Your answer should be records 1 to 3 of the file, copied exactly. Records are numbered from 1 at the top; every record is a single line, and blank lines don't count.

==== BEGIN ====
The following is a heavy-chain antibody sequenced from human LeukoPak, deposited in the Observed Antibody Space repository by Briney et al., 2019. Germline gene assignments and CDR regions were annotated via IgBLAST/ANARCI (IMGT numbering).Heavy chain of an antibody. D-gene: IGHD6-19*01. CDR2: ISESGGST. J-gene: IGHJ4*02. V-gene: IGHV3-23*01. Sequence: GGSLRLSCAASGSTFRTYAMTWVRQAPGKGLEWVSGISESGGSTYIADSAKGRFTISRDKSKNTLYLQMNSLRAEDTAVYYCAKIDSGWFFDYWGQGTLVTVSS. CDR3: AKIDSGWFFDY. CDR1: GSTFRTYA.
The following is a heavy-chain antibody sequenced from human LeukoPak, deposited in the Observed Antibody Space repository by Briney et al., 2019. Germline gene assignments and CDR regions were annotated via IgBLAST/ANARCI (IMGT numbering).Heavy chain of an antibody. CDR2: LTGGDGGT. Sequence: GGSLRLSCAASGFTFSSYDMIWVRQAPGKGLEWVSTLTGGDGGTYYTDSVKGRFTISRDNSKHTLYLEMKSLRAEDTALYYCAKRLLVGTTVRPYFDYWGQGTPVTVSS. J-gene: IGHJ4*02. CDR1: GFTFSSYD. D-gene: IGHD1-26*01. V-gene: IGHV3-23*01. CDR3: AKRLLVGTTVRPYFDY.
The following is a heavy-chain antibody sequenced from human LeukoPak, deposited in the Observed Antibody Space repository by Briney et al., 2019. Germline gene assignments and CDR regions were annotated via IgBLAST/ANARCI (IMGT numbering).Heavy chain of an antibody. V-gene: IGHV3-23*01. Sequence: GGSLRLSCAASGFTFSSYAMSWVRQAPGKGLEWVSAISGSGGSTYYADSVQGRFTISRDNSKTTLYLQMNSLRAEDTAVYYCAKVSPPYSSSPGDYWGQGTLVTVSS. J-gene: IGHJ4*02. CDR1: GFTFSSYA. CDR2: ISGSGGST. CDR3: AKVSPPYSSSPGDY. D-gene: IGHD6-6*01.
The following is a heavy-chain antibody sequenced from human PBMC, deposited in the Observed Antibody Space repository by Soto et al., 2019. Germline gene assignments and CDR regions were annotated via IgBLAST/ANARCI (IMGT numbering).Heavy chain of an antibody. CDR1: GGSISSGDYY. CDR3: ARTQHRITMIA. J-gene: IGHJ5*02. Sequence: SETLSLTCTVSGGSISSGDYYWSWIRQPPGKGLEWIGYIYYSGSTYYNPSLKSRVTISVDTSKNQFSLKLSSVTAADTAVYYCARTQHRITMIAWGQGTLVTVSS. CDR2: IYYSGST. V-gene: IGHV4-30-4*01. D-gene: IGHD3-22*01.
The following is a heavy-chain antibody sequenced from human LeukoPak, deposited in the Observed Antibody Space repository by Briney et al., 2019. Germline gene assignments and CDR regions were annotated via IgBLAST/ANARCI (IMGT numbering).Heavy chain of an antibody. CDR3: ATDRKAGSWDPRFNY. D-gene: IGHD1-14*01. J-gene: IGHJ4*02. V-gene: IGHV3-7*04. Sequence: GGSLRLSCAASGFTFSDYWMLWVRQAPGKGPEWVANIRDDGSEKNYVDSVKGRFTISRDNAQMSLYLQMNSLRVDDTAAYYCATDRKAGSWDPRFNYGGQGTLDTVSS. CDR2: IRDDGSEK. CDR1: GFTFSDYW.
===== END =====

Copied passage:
The following is a heavy-chain antibody sequenced from human LeukoPak, deposited in the Observed Antibody Space repository by Briney et al., 2019. Germline gene assignments and CDR regions were annotated via IgBLAST/ANARCI (IMGT numbering).Heavy chain of an antibody. D-gene: IGHD6-19*01. CDR2: ISESGGST. J-gene: IGHJ4*02. V-gene: IGHV3-23*01. Sequence: GGSLRLSCAASGSTFRTYAMTWVRQAPGKGLEWVSGISESGGSTYIADSAKGRFTISRDKSKNTLYLQMNSLRAEDTAVYYCAKIDSGWFFDYWGQGTLVTVSS. CDR3: AKIDSGWFFDY. CDR1: GSTFRTYA.
The following is a heavy-chain antibody sequenced from human LeukoPak, deposited in the Observed Antibody Space repository by Briney et al., 2019. Germline gene assignments and CDR regions were annotated via IgBLAST/ANARCI (IMGT numbering).Heavy chain of an antibody. CDR2: LTGGDGGT. Sequence: GGSLRLSCAASGFTFSSYDMIWVRQAPGKGLEWVSTLTGGDGGTYYTDSVKGRFTISRDNSKHTLYLEMKSLRAEDTALYYCAKRLLVGTTVRPYFDYWGQGTPVTVSS. J-gene: IGHJ4*02. CDR1: GFTFSSYD. D-gene: IGHD1-26*01. V-gene: IGHV3-23*01. CDR3: AKRLLVGTTVRPYFDY.
The following is a heavy-chain antibody sequenced from human LeukoPak, deposited in the Observed Antibody Space repository by Briney et al., 2019. Germline gene assignments and CDR regions were annotated via IgBLAST/ANARCI (IMGT numbering).Heavy chain of an antibody. V-gene: IGHV3-23*01. Sequence: GGSLRLSCAASGFTFSSYAMSWVRQAPGKGLEWVSAISGSGGSTYYADSVQGRFTISRDNSKTTLYLQMNSLRAEDTAVYYCAKVSPPYSSSPGDYWGQGTLVTVSS. J-gene: IGHJ4*02. CDR1: GFTFSSYA. CDR2: ISGSGGST. CDR3: AKVSPPYSSSPGDY. D-gene: IGHD6-6*01.